2.1.3 Theory of Mind

Theory of mind (ToM) is a form of perspective taking that becomes impaired in some disorders such as autism (see DMN in mental disorders for more info). When asked to take the perspective of another person vs an inanimate object within a scenario, DMN nodes including PCC, dMPFC, temporoparietal junction were active in healthy participants[20] . In addition some regions of DMN such as PCC was only active during tasks requiring late-developed system of ToM such as understanding another persons thought.

2.2 Sentinel Hypothesis

According to the sentinel hypothesis, DMN supports a low level “exploratory” attention that surveys for unexpected stimuli. Studies on neural substrate of diffuse attention supports this hypothesis. Tasks that involves presenting stimuli to fovea will deactivate DMN more than those that are shown to non-foveal regions[21] . Additionally, participants with greater activation in DMN nodes such as PCC and angular gyrus detects uncued peripheral stimuli faster, but performance for cued central stimuli does not depend on DMN activation[22] . Lastly, Balint's Syndrome involves bilateral leison to precuneus[23] .

2.3 DMN and Episodic Memory

The link between DMN and episodic memory is well established. This relationship was particularly problematic in studies of episodic memory since early imaging study asked participants to rest as a baseline, which made differential activation of the MTL difficult to measure[24] . It is now known that retrieval of episodic memories, whether internally or externally cued, relies on DMN[25] . Furthermore, dysfunction of both grey matter of DMN nodes as well as white matter connections are implicated in Alzheimer's disease (AD), a disease with prominent effects on episodic memory.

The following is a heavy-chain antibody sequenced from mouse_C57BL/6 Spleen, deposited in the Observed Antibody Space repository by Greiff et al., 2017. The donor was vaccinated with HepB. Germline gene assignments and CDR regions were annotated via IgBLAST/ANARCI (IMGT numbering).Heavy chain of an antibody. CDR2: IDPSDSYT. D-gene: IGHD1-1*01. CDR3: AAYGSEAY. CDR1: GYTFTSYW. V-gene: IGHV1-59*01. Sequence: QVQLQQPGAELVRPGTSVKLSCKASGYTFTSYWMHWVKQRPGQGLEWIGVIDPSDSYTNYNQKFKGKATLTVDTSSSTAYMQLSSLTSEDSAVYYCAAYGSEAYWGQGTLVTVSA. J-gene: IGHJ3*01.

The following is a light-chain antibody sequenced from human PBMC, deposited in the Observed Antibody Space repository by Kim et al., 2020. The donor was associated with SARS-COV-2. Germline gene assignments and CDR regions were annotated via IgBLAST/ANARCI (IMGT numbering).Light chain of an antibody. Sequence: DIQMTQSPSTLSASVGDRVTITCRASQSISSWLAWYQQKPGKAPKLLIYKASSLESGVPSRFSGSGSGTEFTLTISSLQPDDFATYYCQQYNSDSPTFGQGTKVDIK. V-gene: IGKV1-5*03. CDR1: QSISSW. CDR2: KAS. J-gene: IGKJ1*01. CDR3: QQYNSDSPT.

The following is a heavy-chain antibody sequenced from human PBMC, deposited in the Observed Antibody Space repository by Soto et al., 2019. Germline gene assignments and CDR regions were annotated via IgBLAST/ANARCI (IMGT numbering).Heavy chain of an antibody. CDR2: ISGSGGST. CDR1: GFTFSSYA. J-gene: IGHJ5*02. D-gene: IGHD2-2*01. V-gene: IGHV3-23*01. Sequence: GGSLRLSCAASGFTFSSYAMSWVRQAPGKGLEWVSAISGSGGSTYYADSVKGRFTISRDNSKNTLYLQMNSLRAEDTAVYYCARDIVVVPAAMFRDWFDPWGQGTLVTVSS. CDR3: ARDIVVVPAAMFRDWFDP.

Figure 2.Tulving on the distinction between semantic and episodic memories.
Figure 2.Tulving on the distinction between semantic and episodic memories.

3. DMN in Healthy and Pathological Aging

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Figure 3. Overlap between DMN and amyloid deposit, Atrophy and metabolic disruption overlaps with the posterior regions of DMN and amyloid deposit. Taken from reference 26.

3.1 Alzheimer's Disease and DMN

An important finding that suggested a relationship between AD and DMN was the observation that the distribution of Amyloid ß protein found in AD patients overlapped with DMN distribution in young adults[26] . This led to the formation of the metabolism hypothesis which proposes that vulnerability to AD changes metabolism-cascade in regions of the DMN, creating regional conditions which promotes Amyloid ß formation. Recent study in DMN activity in APOE-//ε//4 carriers gives support to this hypothesis. It was found that healthy APOE-ε4 carriers show greater activity in PCC, MTL, MPFC than non-carriers in young adults[27] . APOE-ε4 also correlates with disturbance in white matter tract such as the cingulum, which is consistent with the finding that APOE-ε4 carriers show less activity in ACC and PCC compared to non-carriers in older adults[28] .

Dysfunction to the DMN nodes has been found in patients with mild cognitive impairment (MCI) and probable AD as well. The cingulum was again found to be affected, having functional disconnection in both patients with MCI and AD[29] . However, PCC grey matter atrophy was more wide spread in patients with AD relative to those affected by MCI, raising the possibility that PCC atrophy follows cingulum disconnection, causing the the progression from MCI to AD[30] . Another DMN node connected by the cingulum bundle, the hippocampus is also affected. There are more asynchrony within the hippocampus neurons in patient with MCI than in healthy controls, patients with probable AD has the highest amount of asynchrony as measured by fMRI[31] . In addition, the asynchrony found in hippocampus and PCC seems to spread to other regions of DMN following the progression from MCI to AD[32] .Asynchrony is an extreme form of DMN dysfunction that can also be found in normal aging.

3.2 DMN in Healthy Older Adults

The DMN organization in healthy older adults is also less efficient relative to younger adults, leading to a difficulty to deactivate DMN when needed to switch to a task-oriented network[33] . This difficulty to switch becomes more pronounced with increase in the task difficulty, and consequently older adults who are worse at deactivating DMN tend to have higher reaction time in both verbal and non-verbal tasks requiring the task-oriented network.

Figure 4. An overview of APOE's effect on neurons in Alzheimer's Disease.
Figure 4. An overview of APOE's effect on neurons in Alzheimer's Disease.






Back to 'Default Mode Network